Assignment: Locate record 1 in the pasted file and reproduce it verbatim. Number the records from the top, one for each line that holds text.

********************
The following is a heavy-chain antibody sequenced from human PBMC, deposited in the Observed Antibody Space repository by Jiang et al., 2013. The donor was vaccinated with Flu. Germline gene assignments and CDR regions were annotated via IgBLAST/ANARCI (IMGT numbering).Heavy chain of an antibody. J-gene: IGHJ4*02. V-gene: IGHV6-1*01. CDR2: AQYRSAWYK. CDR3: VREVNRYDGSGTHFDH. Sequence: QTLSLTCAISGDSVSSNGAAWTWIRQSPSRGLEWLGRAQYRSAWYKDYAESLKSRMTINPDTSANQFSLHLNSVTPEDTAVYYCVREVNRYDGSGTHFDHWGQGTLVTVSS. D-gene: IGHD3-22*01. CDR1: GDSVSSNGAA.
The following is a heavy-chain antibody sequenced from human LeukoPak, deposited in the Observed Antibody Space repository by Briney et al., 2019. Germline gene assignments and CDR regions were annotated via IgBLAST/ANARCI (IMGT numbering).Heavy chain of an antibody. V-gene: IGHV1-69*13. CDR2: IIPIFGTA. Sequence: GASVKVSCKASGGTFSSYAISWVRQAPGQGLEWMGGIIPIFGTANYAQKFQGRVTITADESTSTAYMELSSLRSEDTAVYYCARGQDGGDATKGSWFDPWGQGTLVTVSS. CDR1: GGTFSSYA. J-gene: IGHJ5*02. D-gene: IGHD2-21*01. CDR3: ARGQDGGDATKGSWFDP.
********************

The following is a heavy-chain antibody sequenced from human PBMC, deposited in the Observed Antibody Space repository by Jiang et al., 2013. The donor was vaccinated with Flu. Germline gene assignments and CDR regions were annotated via IgBLAST/ANARCI (IMGT numbering).Heavy chain of an antibody. J-gene: IGHJ4*02. V-gene: IGHV6-1*01. CDR2: AQYRSAWYK. CDR3: VREVNRYDGSGTHFDH. Sequence: QTLSLTCAISGDSVSSNGAAWTWIRQSPSRGLEWLGRAQYRSAWYKDYAESLKSRMTINPDTSANQFSLHLNSVTPEDTAVYYCVREVNRYDGSGTHFDHWGQGTLVTVSS. D-gene: IGHD3-22*01. CDR1: GDSVSSNGAA.